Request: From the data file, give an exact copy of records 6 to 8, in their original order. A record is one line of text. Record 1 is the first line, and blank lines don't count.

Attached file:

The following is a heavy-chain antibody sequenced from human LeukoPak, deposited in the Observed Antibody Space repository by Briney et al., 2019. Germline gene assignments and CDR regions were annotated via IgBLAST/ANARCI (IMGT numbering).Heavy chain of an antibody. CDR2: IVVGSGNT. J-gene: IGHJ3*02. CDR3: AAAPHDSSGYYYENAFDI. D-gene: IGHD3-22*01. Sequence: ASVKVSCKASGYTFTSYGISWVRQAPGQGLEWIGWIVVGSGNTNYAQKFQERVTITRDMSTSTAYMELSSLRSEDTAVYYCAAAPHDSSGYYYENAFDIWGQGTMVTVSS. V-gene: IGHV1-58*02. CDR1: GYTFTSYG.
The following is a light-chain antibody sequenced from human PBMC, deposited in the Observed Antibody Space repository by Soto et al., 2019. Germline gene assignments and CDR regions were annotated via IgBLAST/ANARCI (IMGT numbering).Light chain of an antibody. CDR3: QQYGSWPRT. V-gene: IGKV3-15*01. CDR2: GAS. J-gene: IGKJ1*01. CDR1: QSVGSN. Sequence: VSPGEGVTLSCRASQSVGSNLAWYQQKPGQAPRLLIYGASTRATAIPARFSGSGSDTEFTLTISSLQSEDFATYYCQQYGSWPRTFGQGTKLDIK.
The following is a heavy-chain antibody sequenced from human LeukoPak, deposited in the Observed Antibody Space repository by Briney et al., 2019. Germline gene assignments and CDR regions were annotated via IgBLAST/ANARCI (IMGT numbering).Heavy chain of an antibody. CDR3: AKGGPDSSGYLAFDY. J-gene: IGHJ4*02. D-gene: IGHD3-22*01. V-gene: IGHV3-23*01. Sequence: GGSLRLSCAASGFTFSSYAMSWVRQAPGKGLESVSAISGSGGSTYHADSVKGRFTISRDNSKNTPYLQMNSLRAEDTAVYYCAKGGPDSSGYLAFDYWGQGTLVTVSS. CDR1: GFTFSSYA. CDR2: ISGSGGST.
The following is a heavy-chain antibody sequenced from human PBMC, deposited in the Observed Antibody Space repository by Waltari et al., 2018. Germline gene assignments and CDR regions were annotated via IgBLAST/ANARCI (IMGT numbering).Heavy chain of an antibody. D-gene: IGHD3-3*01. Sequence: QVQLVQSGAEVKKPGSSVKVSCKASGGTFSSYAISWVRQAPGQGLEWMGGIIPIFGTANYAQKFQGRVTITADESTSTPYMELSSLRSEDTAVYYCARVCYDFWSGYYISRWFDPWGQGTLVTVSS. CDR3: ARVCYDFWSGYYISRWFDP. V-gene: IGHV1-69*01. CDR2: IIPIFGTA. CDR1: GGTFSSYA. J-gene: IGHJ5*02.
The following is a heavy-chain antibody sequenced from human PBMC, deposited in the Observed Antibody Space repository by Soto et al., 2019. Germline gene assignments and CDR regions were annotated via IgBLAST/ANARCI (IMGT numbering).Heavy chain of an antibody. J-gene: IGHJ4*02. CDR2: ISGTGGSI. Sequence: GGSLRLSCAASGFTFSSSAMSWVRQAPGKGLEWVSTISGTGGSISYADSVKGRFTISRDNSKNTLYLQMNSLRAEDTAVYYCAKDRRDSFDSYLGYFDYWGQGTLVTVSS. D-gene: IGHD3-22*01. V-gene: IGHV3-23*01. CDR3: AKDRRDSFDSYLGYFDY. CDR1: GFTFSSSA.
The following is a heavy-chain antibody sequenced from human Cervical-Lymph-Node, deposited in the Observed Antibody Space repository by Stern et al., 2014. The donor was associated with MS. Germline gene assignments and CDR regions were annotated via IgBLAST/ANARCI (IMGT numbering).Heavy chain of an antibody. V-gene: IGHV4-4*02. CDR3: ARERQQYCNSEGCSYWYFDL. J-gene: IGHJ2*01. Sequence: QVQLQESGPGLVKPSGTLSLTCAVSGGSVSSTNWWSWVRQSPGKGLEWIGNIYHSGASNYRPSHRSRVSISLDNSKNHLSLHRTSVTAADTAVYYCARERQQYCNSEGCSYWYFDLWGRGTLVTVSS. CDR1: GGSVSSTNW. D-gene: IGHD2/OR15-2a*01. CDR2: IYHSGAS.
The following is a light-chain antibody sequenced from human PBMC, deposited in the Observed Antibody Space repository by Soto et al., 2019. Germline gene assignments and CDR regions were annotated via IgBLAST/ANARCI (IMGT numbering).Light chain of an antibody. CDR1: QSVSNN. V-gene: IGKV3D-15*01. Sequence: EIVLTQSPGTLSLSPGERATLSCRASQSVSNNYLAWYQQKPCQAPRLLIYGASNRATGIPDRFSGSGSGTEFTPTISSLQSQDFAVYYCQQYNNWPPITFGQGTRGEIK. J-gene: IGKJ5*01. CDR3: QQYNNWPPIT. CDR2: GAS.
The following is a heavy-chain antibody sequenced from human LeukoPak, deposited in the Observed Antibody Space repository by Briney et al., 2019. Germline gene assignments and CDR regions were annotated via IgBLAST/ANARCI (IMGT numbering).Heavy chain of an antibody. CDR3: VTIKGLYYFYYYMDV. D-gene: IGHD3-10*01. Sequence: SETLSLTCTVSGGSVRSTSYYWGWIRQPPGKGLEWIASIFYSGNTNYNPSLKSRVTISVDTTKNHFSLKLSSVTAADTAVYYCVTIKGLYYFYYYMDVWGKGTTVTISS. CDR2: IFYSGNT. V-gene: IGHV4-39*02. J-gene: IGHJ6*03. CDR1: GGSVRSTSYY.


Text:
The following is a heavy-chain antibody sequenced from human Cervical-Lymph-Node, deposited in the Observed Antibody Space repository by Stern et al., 2014. The donor was associated with MS. Germline gene assignments and CDR regions were annotated via IgBLAST/ANARCI (IMGT numbering).Heavy chain of an antibody. V-gene: IGHV4-4*02. CDR3: ARERQQYCNSEGCSYWYFDL. J-gene: IGHJ2*01. Sequence: QVQLQESGPGLVKPSGTLSLTCAVSGGSVSSTNWWSWVRQSPGKGLEWIGNIYHSGASNYRPSHRSRVSISLDNSKNHLSLHRTSVTAADTAVYYCARERQQYCNSEGCSYWYFDLWGRGTLVTVSS. CDR1: GGSVSSTNW. D-gene: IGHD2/OR15-2a*01. CDR2: IYHSGAS.
The following is a light-chain antibody sequenced from human PBMC, deposited in the Observed Antibody Space repository by Soto et al., 2019. Germline gene assignments and CDR regions were annotated via IgBLAST/ANARCI (IMGT numbering).Light chain of an antibody. CDR1: QSVSNN. V-gene: IGKV3D-15*01. Sequence: EIVLTQSPGTLSLSPGERATLSCRASQSVSNNYLAWYQQKPCQAPRLLIYGASNRATGIPDRFSGSGSGTEFTPTISSLQSQDFAVYYCQQYNNWPPITFGQGTRGEIK. J-gene: IGKJ5*01. CDR3: QQYNNWPPIT. CDR2: GAS.
The following is a heavy-chain antibody sequenced from human LeukoPak, deposited in the Observed Antibody Space repository by Briney et al., 2019. Germline gene assignments and CDR regions were annotated via IgBLAST/ANARCI (IMGT numbering).Heavy chain of an antibody. CDR3: VTIKGLYYFYYYMDV. D-gene: IGHD3-10*01. Sequence: SETLSLTCTVSGGSVRSTSYYWGWIRQPPGKGLEWIASIFYSGNTNYNPSLKSRVTISVDTTKNHFSLKLSSVTAADTAVYYCVTIKGLYYFYYYMDVWGKGTTVTISS. CDR2: IFYSGNT. V-gene: IGHV4-39*02. J-gene: IGHJ6*03. CDR1: GGSVRSTSYY.